Posted by Lex, on August 1, 2009
US Army Colonel Timothy Reese penned an internal assessment that somehow broke through the firewall and landed in the New York Times. His thrust: We’ve done all that we can do in Iraq, they’re as ready as they’re going to get with us propping them up and the continued presence of our tactical forces there may actually be throttling the strategic gains we’ve achieved so far.
As the old saying goes, “guests, like fish, begin to smell after three days.” Since the signing of the 2009 Security Agreement, we are guests in Iraq, and after six years in Iraq, we now smell bad to the Iraqi nose. Today the Iraqi Security Forces (ISF) are good enough to keep the Government of Iraq (GOI) from being overthrown by the actions of Al Qaeda in Iraq (AQI), the Baathists, and the Shia violent extremists that might have toppled it a year or two ago. Iraq may well collapse into chaos of other causes, but we have made the ISF strong enough for the internal security mission. Perhaps it is one of those infamous paradoxes of counterinsurgency that while the ISF is not good in any objective sense, it is good enough for Iraq in 2009. Despite this foreboding disclaimer about an unstable future for Iraq, the United States has achieved our objectives in Iraq. Prime Minister (PM) Maliki hailed June 30th as a “great victory,” implying the victory was over the US. Leaving aside his childish chest pounding, he was more right than he knew. We too ought to declare victory and bring our combat forces home. Due to our tendency to look after the tactical details and miss the proverbial forest for the trees, this critically important strategic realization is in danger of being missed.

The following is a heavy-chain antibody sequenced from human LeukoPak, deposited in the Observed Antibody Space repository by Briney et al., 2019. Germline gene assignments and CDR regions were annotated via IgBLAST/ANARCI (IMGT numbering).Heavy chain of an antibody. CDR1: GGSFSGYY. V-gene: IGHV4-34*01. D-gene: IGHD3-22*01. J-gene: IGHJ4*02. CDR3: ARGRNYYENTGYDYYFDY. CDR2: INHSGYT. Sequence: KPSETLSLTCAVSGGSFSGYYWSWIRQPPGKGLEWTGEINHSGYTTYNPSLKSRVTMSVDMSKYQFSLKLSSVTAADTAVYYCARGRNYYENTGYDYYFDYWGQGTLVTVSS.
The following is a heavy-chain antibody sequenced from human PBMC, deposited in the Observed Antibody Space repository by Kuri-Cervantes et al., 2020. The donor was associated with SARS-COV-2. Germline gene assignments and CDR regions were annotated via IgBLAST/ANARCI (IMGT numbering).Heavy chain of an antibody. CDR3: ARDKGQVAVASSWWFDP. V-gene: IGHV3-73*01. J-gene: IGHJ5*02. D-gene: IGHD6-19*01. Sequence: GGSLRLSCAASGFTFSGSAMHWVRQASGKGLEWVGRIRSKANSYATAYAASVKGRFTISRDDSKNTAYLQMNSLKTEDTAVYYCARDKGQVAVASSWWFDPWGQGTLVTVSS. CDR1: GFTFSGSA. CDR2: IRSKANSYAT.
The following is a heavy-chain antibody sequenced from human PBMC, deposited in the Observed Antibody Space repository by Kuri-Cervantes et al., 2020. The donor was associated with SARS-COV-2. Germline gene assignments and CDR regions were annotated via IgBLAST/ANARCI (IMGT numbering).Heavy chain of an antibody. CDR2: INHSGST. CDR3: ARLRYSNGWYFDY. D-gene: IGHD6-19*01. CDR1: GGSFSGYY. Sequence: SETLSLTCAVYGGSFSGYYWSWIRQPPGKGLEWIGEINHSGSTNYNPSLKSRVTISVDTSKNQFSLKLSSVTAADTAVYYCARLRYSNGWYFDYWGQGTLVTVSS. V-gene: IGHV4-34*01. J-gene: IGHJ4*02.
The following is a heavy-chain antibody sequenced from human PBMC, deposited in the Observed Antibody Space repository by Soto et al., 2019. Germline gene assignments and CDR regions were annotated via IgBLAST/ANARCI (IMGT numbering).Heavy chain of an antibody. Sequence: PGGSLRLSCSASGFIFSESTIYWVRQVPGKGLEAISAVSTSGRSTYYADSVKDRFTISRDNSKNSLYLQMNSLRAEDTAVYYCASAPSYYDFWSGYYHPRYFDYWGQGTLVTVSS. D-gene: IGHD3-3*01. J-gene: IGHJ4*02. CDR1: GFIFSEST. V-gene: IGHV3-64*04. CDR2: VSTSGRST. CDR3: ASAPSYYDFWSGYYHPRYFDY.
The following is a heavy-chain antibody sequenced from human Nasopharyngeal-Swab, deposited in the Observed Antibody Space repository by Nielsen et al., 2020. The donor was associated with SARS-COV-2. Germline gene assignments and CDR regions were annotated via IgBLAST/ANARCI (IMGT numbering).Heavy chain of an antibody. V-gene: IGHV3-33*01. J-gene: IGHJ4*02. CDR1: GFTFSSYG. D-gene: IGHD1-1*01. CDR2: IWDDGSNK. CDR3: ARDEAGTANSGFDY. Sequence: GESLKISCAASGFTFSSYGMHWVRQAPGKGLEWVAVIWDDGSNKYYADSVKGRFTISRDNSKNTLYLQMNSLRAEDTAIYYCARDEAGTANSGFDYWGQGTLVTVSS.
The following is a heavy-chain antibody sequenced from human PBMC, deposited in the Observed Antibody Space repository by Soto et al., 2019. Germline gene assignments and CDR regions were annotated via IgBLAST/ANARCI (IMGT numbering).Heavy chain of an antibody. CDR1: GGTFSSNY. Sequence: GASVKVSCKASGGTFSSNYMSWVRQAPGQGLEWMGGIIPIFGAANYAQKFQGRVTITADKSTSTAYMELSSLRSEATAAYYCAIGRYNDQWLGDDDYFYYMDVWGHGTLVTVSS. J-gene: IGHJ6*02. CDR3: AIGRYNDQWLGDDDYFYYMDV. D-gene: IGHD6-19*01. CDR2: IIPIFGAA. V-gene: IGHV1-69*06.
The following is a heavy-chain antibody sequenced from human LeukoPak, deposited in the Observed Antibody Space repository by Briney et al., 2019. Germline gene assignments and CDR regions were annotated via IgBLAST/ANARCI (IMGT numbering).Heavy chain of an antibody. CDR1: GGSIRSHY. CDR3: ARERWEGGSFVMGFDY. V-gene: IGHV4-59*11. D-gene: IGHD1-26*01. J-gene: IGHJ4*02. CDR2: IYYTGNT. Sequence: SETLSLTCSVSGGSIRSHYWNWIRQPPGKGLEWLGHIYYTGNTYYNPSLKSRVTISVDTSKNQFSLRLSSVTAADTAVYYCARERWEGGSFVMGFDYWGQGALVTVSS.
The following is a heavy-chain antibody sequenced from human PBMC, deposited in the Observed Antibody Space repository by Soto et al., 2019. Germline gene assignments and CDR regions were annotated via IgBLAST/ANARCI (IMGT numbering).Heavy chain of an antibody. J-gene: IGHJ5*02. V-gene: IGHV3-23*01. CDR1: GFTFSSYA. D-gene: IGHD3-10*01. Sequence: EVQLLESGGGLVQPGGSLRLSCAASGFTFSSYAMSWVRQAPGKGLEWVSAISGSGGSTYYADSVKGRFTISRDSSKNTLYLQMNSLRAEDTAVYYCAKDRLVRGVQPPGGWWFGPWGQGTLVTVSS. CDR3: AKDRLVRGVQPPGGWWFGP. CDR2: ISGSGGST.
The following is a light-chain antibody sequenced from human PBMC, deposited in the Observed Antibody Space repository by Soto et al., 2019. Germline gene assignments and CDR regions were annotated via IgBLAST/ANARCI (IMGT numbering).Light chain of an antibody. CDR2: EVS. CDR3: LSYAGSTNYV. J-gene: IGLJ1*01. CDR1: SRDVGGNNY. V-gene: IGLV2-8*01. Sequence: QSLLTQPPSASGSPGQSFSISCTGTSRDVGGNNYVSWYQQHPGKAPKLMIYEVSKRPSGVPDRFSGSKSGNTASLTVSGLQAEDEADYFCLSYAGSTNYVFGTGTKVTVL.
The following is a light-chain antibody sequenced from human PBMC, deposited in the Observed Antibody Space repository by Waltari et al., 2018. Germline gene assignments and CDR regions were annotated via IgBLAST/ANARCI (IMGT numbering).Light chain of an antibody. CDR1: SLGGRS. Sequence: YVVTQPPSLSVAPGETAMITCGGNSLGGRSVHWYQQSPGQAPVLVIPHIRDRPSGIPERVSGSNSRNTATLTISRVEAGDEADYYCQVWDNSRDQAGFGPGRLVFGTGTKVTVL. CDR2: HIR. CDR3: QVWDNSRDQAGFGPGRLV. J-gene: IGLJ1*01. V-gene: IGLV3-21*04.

The row back from the top was more or less immediate:
Those conclusions are not shared by the senior American commander in Iraq, Gen. Ray Odierno, and his recommendation for an accelerated troop withdrawal is at odds with the timetable approved by President Obama.
A spokeswoman for General Odierno said that the memo did not reflect the official stance of the United States military and was not intended for a broad audience, and that some of the problems the memo referred to had been solved since its writing in early July.
It’s possible to take this in one of two ways (and perhaps both of them). First, much of what the colonel writes smacks of the truth. Arab armies are notoriously resistant to the kind of NCO and junior officer driven initiatives that make our fighting forces so effective. Nouri al Maliki has relished playing the Salah al Din role in the run-ups to his national election campaign over the negotiated “victory” that led coalition troops largely out of the population centers and into the deserts. Whether or not the government of Iraq and Iraqi army are ready and able to put down the power challenges hiding behind the corner we shall soon learn, but eventually that turtle needs to learn how to fly, if fly it ever will.
But another take – and the timing is interesting here, as a war-weary US news machine consumes itself with health care reform and beery White House conversations about racial profiling – is that Col. Reese has fired an authorized salvo in an information operation meant to wake the GOI up to the fact that, 1) our troops will not long stand having the precepts of the 2008 security agreement flouted, and 2) that the GOI should be careful what they wish for.
The undoubtedly sincere desire of the Iraqi people to be rid of coalition troop cannot be any more profound than the desire of those same troops to leave.
Besides: There are other fights than these.